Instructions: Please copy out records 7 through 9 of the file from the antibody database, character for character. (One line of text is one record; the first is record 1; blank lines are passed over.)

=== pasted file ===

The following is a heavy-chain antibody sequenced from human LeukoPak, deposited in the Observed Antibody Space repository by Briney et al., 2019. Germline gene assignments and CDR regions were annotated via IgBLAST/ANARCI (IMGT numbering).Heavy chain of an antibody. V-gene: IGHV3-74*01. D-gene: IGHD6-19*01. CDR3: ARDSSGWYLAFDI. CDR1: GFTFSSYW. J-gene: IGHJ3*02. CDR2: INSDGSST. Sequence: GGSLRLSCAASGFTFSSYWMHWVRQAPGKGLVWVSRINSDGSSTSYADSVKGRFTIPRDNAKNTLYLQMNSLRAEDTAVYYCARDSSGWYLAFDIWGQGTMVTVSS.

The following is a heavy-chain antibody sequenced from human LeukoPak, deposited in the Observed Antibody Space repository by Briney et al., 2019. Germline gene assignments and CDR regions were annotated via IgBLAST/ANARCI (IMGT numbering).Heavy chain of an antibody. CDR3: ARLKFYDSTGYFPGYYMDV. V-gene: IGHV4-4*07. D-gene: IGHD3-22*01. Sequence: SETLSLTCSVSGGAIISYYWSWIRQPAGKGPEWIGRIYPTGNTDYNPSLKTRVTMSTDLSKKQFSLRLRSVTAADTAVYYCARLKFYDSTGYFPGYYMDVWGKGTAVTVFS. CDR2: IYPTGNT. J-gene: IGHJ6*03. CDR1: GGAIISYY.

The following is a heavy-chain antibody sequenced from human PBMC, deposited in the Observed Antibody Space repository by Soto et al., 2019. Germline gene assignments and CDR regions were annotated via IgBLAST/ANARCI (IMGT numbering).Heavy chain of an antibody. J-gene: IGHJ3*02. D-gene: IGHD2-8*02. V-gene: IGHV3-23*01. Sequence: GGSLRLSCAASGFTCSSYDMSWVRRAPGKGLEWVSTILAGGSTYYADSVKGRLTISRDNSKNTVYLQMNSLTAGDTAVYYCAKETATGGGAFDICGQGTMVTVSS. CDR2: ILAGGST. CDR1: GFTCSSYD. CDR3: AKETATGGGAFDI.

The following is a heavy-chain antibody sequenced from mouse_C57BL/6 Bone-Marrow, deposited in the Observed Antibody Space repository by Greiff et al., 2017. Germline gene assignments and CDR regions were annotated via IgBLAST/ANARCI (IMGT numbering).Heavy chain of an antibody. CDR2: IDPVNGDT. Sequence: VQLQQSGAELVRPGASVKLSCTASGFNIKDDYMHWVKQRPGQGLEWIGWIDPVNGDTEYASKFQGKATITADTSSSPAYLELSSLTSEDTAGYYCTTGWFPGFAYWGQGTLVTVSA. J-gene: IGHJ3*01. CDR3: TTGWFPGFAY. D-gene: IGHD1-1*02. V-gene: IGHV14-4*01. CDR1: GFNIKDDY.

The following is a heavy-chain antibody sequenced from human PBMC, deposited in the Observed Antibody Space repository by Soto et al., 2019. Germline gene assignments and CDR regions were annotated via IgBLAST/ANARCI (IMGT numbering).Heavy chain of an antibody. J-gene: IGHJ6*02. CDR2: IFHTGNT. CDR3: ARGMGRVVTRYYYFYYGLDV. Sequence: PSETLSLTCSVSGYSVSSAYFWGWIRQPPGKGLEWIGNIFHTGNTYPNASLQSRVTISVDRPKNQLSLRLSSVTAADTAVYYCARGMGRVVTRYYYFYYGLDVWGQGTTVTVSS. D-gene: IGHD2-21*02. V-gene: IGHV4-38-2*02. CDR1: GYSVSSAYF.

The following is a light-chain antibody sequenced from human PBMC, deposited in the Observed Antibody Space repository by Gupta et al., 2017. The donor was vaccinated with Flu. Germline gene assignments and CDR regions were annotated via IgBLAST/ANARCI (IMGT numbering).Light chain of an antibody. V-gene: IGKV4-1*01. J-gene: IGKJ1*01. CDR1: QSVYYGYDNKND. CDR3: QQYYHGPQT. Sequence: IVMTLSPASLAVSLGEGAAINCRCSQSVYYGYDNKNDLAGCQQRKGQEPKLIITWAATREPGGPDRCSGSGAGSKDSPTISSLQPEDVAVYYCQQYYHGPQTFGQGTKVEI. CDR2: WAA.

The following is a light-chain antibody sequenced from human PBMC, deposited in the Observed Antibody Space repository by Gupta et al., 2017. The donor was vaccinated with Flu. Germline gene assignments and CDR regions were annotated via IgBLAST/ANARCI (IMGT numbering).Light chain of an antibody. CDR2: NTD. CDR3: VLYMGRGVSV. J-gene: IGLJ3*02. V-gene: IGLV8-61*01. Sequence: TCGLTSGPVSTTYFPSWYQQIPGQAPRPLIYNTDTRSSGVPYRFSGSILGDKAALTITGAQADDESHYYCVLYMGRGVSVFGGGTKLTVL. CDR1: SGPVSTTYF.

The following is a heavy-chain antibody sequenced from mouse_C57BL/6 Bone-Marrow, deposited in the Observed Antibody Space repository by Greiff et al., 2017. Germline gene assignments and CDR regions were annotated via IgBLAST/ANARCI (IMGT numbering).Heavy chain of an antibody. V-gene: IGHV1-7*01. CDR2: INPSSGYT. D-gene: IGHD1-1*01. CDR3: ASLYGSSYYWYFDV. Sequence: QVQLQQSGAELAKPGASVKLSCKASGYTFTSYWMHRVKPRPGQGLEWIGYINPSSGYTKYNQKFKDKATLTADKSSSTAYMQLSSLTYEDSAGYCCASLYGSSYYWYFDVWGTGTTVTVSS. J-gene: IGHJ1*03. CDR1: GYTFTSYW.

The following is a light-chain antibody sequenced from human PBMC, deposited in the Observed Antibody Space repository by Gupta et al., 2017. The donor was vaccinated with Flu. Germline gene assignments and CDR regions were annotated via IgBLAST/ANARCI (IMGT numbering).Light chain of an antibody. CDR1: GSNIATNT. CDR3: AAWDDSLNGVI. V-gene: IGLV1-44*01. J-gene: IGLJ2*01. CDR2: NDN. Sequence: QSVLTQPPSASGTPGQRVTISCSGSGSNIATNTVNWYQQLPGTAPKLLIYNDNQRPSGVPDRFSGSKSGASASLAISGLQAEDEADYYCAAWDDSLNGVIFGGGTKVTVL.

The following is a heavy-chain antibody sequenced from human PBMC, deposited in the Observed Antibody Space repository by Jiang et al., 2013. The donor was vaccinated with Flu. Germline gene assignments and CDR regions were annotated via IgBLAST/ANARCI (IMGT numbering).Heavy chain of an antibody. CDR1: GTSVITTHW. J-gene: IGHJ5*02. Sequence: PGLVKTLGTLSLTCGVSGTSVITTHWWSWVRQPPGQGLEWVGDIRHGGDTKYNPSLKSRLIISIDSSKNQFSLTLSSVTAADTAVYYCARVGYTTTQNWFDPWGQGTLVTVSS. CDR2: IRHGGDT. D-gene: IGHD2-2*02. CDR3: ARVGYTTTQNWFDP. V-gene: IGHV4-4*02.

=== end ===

The following is a light-chain antibody sequenced from human PBMC, deposited in the Observed Antibody Space repository by Gupta et al., 2017. The donor was vaccinated with Flu. Germline gene assignments and CDR regions were annotated via IgBLAST/ANARCI (IMGT numbering).Light chain of an antibody. CDR2: NTD. CDR3: VLYMGRGVSV. J-gene: IGLJ3*02. V-gene: IGLV8-61*01. Sequence: TCGLTSGPVSTTYFPSWYQQIPGQAPRPLIYNTDTRSSGVPYRFSGSILGDKAALTITGAQADDESHYYCVLYMGRGVSVFGGGTKLTVL. CDR1: SGPVSTTYF.

The following is a heavy-chain antibody sequenced from mouse_C57BL/6 Bone-Marrow, deposited in the Observed Antibody Space repository by Greiff et al., 2017. Germline gene assignments and CDR regions were annotated via IgBLAST/ANARCI (IMGT numbering).Heavy chain of an antibody. V-gene: IGHV1-7*01. CDR2: INPSSGYT. D-gene: IGHD1-1*01. CDR3: ASLYGSSYYWYFDV. Sequence: QVQLQQSGAELAKPGASVKLSCKASGYTFTSYWMHRVKPRPGQGLEWIGYINPSSGYTKYNQKFKDKATLTADKSSSTAYMQLSSLTYEDSAGYCCASLYGSSYYWYFDVWGTGTTVTVSS. J-gene: IGHJ1*03. CDR1: GYTFTSYW.

The following is a light-chain antibody sequenced from human PBMC, deposited in the Observed Antibody Space repository by Gupta et al., 2017. The donor was vaccinated with Flu. Germline gene assignments and CDR regions were annotated via IgBLAST/ANARCI (IMGT numbering).Light chain of an antibody. CDR1: GSNIATNT. CDR3: AAWDDSLNGVI. V-gene: IGLV1-44*01. J-gene: IGLJ2*01. CDR2: NDN. Sequence: QSVLTQPPSASGTPGQRVTISCSGSGSNIATNTVNWYQQLPGTAPKLLIYNDNQRPSGVPDRFSGSKSGASASLAISGLQAEDEADYYCAAWDDSLNGVIFGGGTKVTVL.